KWS Gets A Little Help From His Friends! Posted on 07 Nov 12:27 , 0 comments

NINETEEN years ago, in the liner notes of his bestselling debut album, Ledbetter Heights, teenage guitar prodigy Kenny Wayne Shepherd publicly thanked the blues greats who had inspired him:

Stevie Ray Vaughan, BB King, Albert King. Muddy Waters, Huddie 'Lead Belly' Ledbetter and more.

Now, all these years later, Louisiana-born Shepherd, still only 37, has released Goin' Home, an album of songs associated with many of his blues heroes. It was recorded two years ago, and is the first album he has ever made in his home city of Shreveport.

"I just thought it was an opportunity for me to do another very cool, traditional blues album, to go back and revisit some of the songs I listened to as a kid and inspired me to play," says Shepherd, who plays Queen's Hall, Edinburgh, tonight, and who is currently part of an all-star Experience Hendrix tour in America. "I wanted to pay tribute to some of my biggest heroes and show my appreciation for them and their music."

The 15 tracks on Goin' Home range from Muddy Waters' Still A Fool and I Love The Life I Live to Freddie King's Palace Of The King and SRV's The House Is Rockin'. In addition to Shepherd's regular band, the album boasts guest appearances by such luminaries as Joe Walsh, Ringo Starr and Keb' Mo', all of them friends of Shepherd's.

Shepherd re-listened to a lot of his heroes' music in search of the tracks that would end up on Goin' Home.

"It was a long process," he says, "but one of the main requirements for the songs I was looking for was trying to find ones that had not been recorded a million times by people already. For the most part, the songs fell into that category."

Like many young blues guitarists, Shepherd benefited from prolonged contact with a handful of genuine greats. His notes to the new album speak of his friendships with Buddy Guy, BB King, Bo Diddley and SRV himself; the latter was a particularly strong influence.

"They don't call him the King Of The Blues for nothing," Shepherd says of the 89-year-old Riley B. King. "I have been very close to him since I was 15, and he took me on my first national tour.

"He is certainly one of my very biggest influences; he is the guy that showed me how important one (guitar) note can be if it is played at the right time, with the right amount of feel.

"As for Stevie ... he single-handedly lit a fire inside of me to learn how to play guitar. I got to meet him for the first time when I was seven. It changed my life: all I wanted to do from that point forward was to get a guitar and really learn how to play, and to try to play with that same passion and fire he played with. I learned a lot from him."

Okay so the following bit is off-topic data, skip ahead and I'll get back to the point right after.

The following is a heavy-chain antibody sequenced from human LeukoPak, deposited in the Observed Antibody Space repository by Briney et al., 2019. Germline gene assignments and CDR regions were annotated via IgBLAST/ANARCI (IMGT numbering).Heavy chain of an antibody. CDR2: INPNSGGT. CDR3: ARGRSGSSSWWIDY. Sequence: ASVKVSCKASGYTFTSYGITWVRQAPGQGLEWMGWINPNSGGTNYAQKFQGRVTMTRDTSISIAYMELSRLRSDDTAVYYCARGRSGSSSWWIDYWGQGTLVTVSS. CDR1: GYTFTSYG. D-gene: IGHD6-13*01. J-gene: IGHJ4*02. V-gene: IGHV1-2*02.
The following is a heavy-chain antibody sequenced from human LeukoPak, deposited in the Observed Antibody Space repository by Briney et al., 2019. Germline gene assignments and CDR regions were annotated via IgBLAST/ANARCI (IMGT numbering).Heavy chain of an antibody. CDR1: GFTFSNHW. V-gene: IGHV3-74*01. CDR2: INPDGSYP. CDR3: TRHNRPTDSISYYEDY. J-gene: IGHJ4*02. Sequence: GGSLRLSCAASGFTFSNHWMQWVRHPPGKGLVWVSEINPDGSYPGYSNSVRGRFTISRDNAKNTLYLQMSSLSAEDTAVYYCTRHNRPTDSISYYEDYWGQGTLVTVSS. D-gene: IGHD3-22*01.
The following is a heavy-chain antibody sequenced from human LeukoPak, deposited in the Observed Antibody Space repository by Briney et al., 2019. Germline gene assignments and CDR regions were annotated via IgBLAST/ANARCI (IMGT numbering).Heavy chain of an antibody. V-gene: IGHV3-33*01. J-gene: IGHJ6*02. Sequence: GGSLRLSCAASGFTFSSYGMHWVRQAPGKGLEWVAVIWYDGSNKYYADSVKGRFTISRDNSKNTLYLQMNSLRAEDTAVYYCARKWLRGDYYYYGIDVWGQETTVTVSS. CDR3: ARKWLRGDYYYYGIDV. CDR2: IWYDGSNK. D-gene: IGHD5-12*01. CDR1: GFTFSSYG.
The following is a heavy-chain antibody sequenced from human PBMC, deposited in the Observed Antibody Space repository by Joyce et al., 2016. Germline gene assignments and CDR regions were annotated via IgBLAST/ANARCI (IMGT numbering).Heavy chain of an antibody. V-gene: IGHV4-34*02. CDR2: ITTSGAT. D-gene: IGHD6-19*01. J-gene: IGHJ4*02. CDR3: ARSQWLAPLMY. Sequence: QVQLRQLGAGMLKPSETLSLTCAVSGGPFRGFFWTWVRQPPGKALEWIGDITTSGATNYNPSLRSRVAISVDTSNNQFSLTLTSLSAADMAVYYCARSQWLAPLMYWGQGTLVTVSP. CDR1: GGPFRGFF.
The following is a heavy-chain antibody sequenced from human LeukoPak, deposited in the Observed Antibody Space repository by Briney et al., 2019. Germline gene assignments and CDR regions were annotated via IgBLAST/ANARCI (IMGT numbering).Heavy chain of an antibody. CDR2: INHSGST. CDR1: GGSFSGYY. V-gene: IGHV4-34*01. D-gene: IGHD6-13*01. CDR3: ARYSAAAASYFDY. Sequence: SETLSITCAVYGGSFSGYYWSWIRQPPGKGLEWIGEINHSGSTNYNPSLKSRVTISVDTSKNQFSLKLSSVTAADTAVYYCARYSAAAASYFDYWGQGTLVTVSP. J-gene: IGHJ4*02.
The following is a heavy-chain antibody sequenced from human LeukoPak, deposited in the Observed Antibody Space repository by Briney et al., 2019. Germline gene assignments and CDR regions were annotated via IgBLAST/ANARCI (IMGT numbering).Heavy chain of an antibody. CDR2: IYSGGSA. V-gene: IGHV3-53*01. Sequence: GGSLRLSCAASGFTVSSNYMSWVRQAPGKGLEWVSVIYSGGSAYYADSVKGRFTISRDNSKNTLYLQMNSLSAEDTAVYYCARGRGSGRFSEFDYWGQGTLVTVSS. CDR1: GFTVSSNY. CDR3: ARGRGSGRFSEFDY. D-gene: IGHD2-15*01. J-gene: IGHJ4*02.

It is an interesting process, whereby blues legends go out of their way to take the time to befriend younger musicians and encourage them.

"It is kind of a tradition," says Shepherd. "We look up to them - for me, I was trying to spend every moment that I could with these kind of people, because they paved the way for someone like myself to be able to do what I do.

"They have benefited from years of experience, so I was always trying to stoke up as much knowledge and life-lessons as I could from them.

"But I also think they enjoy seeing that the music is going to carry on. They also like to spend time with the people who they believe might be responsible for continuing the music and keeping it going forward."

He, in turn, has maintained this pattern, doing what he can to encourage younger blues players.

"Just about every show I do, you will see young people in the audience, and often times you will see a father bringing his son to the show, for whatever reason.

"It might also be that they have heard all these stories about me and my father going to concerts when I was young.

"I try to go out of my way to meet the young people and to try and be a good influence on them, because I know how much I looked up to the people who were my heroes."

He adds: "It is hard for me to put myself in that position, but I just know that with what I have been given with my career, comes a great responsibility. If these kids choose to look up to me in that way, then it is up to me to set a good example."

Since Ledbetter Heights (named after an area of Shreveport associated with Huddie 'Lead Belly' Ledbetter) Shepherd has recorded a string of best-selling albums, and has received five Grammy nominations. He has also opened for such notables as Bob Dylan, The Eagles and The Rolling Stones. He is married to Hannah Gibson, one of actor Mel Gibson's daughters, and they have three children.

He also has a high-profile sideline: The Rides, a blues-rock supergroup with Stephen Stills and Barry Goldberg. Their 2013 album sold well, and the good news is a follow-up is on the way.

"We are meeting in about a week and we are going to plan out our schedule," says the hard-working Shepherd. "We have already written a bunch of songs, and we plan to go into the studio over the holidays. It will be released next year, and we hope to do a tour."